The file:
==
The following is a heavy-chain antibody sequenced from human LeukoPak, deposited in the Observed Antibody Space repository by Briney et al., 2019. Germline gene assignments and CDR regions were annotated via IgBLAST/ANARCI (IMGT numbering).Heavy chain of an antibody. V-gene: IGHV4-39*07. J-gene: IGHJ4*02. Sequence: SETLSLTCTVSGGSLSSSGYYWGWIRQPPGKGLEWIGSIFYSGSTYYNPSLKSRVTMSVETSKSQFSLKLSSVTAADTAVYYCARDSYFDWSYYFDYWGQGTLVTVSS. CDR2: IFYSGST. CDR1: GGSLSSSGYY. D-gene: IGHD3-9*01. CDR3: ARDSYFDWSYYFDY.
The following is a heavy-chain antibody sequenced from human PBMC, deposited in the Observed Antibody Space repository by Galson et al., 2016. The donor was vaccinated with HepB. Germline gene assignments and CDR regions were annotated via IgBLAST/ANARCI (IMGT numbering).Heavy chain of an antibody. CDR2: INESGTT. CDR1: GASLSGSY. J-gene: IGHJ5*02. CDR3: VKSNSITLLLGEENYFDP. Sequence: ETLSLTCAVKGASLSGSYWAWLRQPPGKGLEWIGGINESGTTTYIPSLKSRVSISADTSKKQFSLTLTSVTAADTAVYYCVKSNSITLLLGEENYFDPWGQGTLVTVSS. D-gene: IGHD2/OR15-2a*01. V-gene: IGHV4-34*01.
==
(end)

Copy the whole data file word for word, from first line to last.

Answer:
The following is a heavy-chain antibody sequenced from human LeukoPak, deposited in the Observed Antibody Space repository by Briney et al., 2019. Germline gene assignments and CDR regions were annotated via IgBLAST/ANARCI (IMGT numbering).Heavy chain of an antibody. V-gene: IGHV4-39*07. J-gene: IGHJ4*02. Sequence: SETLSLTCTVSGGSLSSSGYYWGWIRQPPGKGLEWIGSIFYSGSTYYNPSLKSRVTMSVETSKSQFSLKLSSVTAADTAVYYCARDSYFDWSYYFDYWGQGTLVTVSS. CDR2: IFYSGST. CDR1: GGSLSSSGYY. D-gene: IGHD3-9*01. CDR3: ARDSYFDWSYYFDY.
The following is a heavy-chain antibody sequenced from human PBMC, deposited in the Observed Antibody Space repository by Galson et al., 2016. The donor was vaccinated with HepB. Germline gene assignments and CDR regions were annotated via IgBLAST/ANARCI (IMGT numbering).Heavy chain of an antibody. CDR2: INESGTT. CDR1: GASLSGSY. J-gene: IGHJ5*02. CDR3: VKSNSITLLLGEENYFDP. Sequence: ETLSLTCAVKGASLSGSYWAWLRQPPGKGLEWIGGINESGTTTYIPSLKSRVSISADTSKKQFSLTLTSVTAADTAVYYCVKSNSITLLLGEENYFDPWGQGTLVTVSS. D-gene: IGHD2/OR15-2a*01. V-gene: IGHV4-34*01.